A second non-limitative embodiment for constructing crossbar devices 10 with good electrical contact may be desirable if the end-group 30 is not reactive enough toward the electrode substrate 38 in the bonding reaction among the solid-solid interface. In this second embodiment, the LB thin film (FIG. 5A(V)) is transferred onto a non-electrode solid substrate 42 to form a temporary intermediate device (FIG. 5B(IX)). At this time, the protecting group 36 may be removed by a treatment with hydrofluoric acid (HF), followed by vacuum evaporation of volatile by-products to render an uncapped molecule 18 (FIG. 5B(X)). A chemically bonded top metal electrode 40 is then formed by an evaporative metal deposition, a sputtering process, or the like to yield a semi-device (FIG. 5B(XI)). The device is then flipped vertically about the electrical contact to yield the device as shown in FIG. 5B(XII). Non-electrode solid substrate 42 is removed, and a bottom electrode 38 is then formed by an evaporative metal deposition process, a sputtering process, or the like to finish the final desired crossbar device 10 (FIG. 5B(XIII)).

It is to be understood that non-electrode solid substrate 42 may be formed from any suitable material, including but not limited to at least one of inorganic materials (e.g. glass, silicon, metal oxides (e.g. silicon oxides, aluminum oxides, etc.) and the like), organic materials (e.g. polycarbonates and the like), or combinations thereof.

An embodiment of a crossed wire molecular device 10 includes a plurality of bottom electrodes 38, a plurality of top electrodes 40 crossing the bottom electrodes 38 at a non-zero angle, and a molecular layer formed from a plurality of organic molecules 18, each of the molecules 18 having at least one molecular switching moiety 26. The molecular layer is operatively disposed in at least one junction formed where one electrode 38, 40 crosses another electrode 40, 38. A non-limitative embodiment of a method of forming the crossed wire molecular device 10 is as follows. The pH of the aqueous environment is adjusted as described hereinabove in a manner sufficient to transform the hydrophilicity-modifiable connecting group 30 to a temporary end group 32. A Langmuir-Blodgett (LB) film of the molecule 18 is formed on the solvent/water interface 34. The pH is re-adjusted in a manner sufficient to transform the temporary end group 32 back to the hydrophilicity-modifiable connecting group 30. Each of the plurality of bottom electrodes 38 is passed through the Langmuir-Blodgett film to form the molecular layer chemically bonded, via the hydrophilicity-modifiable connecting group 30, on a surface of the bottom electrode 38. The method may further include forming one of the plurality of top electrodes 40, crossing the one of the plurality of bottom electrodes 38 at the non-zero angle, thereby forming the junction therebetween. The molecular layer is thereby chemically bonded, via the hydrophilicity-non-modifiable connecting group 28, on a surface of the top electrode.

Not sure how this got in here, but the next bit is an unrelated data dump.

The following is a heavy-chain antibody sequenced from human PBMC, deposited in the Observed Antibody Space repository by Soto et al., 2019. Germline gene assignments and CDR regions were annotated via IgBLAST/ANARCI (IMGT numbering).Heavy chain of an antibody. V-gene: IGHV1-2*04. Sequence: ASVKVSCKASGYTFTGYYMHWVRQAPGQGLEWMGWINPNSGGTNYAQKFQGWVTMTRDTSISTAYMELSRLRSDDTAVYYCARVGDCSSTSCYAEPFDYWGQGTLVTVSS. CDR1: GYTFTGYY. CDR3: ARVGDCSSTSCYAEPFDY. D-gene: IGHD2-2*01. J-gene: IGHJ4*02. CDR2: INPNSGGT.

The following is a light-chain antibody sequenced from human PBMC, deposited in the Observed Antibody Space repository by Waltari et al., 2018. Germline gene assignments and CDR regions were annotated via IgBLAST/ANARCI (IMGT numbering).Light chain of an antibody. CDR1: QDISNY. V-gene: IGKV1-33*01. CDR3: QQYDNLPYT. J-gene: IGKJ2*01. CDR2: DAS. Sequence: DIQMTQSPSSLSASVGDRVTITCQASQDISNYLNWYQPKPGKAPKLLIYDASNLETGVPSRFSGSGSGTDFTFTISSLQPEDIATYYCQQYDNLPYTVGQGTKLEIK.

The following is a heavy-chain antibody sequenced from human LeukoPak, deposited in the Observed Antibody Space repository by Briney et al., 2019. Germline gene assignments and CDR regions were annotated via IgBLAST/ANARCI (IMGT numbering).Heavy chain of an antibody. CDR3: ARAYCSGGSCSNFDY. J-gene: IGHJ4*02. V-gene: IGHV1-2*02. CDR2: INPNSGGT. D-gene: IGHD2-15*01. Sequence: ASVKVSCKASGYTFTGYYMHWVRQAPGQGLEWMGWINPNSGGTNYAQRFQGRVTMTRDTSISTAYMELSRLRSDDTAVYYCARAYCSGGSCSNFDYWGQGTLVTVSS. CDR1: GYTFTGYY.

While several embodiments have been described in detail, it will be apparent to those skilled in the art that the disclosed embodiments may be modified. Therefore, the foregoing description is to be considered exemplary rather than limiting.

Referenced by
Citing PatentFiling datePublication dateApplicantTitle
US7297557 *Jun 30, 2004Nov 20, 2007Hewlett-Packard Development Company, L.P.Method for chemically bonding Langmuir-Blodgett films to substrates
Classifications
U.S. Classification438/758
International ClassificationB05D1/20, H01L21/469, H01L21/31
Cooperative ClassificationB05D1/204, B05D3/14, B05D3/105, B82Y30/00, B82Y40/00, B82Y10/00
European ClassificationB82Y30/00, B82Y10/00, B82Y40/00, B05D1/20C3
Legal Events
DateCodeEventDescription
Jun 30, 2004ASAssignment
Owner name: HEWLETT-PACKARD DEVELOPMENT COMPANY, L.P., TEXAS
Free format text: ASSIGNMENT OF ASSIGNORS INTEREST;ASSIGNORS:ZHANG, SEAN X.;OHLBERG, DOUGLAS A. A.;LI, ZHIYONG;REEL/FRAME:015540/0726
Effective date: 20040624